Sunday, August 28
Multiple alarms screeched around my head. As I slammed my hand down on the snooze button of one alarm and searched for the other source of loud buzzing in my room, I wondered why I had set so many alarms so early on a Sunday.
Then I remembered. It would be the only chance I have to eat.
To write about the Islamic holy month of Ramadan, I decided to spend a day participating in the fasting and praying called for in the Quran, the holy book of Islam. As I squinted at 3:40 a.m. on my alarm clock, I wondered if this was a good idea.
As the Fajr, the first of five daily prayers, approached, I started to become anxious. The idea of not eating for most of the day did not bother me. As a journalist, I’ve become used to skipping multiple meals while trying to make a deadline for a story.
I was more concerned with not being able to drink all through the day. The weather forecast had the high in the mid 90s and I do not have air conditioning in my house.
I looked at the clock. — 5:05 am. Two minutes until Fajr. I sucked down another glass of water, faced southeast towards Mecca and began my first Rikat or prayer of the day.
It wasn’t until I started to wash the dishes sitting in my sink that I realized I was thirsty. Absent mindedly, I started to fill one of the clean glasses with water. Before I brought it to my lips, I caught myself and poured the water out.
An hour and a half later, I sat barefoot on the carpeted floor of the Masjid Abu Bakr, the largest mosque in Denver, waiting for the Imam to begin the Asr, afternoon, prayer.
As worshipers arrived, they found an empty place and recited two Rikats before sitting. Some struck up conversation with worshipers around them, others read the Quran quietly to themselves.
Everyone rose and began to form lines facing the alter when the Imam walked into the room. A young man standing next to me, named Ali, politely tapped me on the shoulder and asked if he could correct my stance. After moving my feet in line with the rest of the men in my row, he smiled at me and turned his attention to the front where the Imam was starting the prayers.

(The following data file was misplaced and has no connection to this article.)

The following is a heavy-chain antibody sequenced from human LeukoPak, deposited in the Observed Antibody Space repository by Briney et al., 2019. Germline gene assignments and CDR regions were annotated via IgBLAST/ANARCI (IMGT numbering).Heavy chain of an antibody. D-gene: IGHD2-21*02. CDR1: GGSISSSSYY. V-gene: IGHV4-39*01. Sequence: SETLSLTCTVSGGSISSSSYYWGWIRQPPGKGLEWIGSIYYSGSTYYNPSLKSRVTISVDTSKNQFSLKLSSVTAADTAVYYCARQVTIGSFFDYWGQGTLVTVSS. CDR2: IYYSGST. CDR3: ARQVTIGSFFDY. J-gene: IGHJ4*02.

For 15 minutes, I rose and kneeled with the rest of the worshipers as the Imam recited prayers in Arabic. As I concentrated on my movements and the sounds of the fellow worshipers quietly reciting prayers, I quickly forgot the thirst and hunger I had been feeling when I walked into the Mosque.
After the final prayer was said, I rose from the floor and thanked Ali for helping me with the correct method of praying. He smiled and asked if he could give me a little more advice on the proper methods of praying. As he showed me the right way to bow my head to the floor, we began to talk and laugh about the many similarities between our respective religions.
When I finally left, I felt completely energized. The thirst and hunger I had been feeling had disappeared and was replaced by a sense of excitement at the new insight I had gained.
The first bite of a date exploded with flavor in my mouth. My friend Mohammad had brought the dates back from Saudi Arabia, saying that he refused to eat any dates from America.
“They are nothing compared to dates we grow in Saudi.”
I had to agree. I had never eaten any fruit so sweet and delicious before. As my friends and I ate dates and sipped Arabic coffee, a light, semi-bitter brew, that tasted like a cross between weak coffee and strong tea, we talked about my trip to the mosque and how my fast went. I told them it was easier than I thought, yet I was definitely thirsty by the end of the day. Mohammad laughed.
After we consumed an entire bowl of dates, we served ourselves heaping plates of chicken biryani and samosas. As I ate mouthful after mouthful of the spicy rice dish, I realized I was never more thankful for the food in front of me and the company that surrounded me.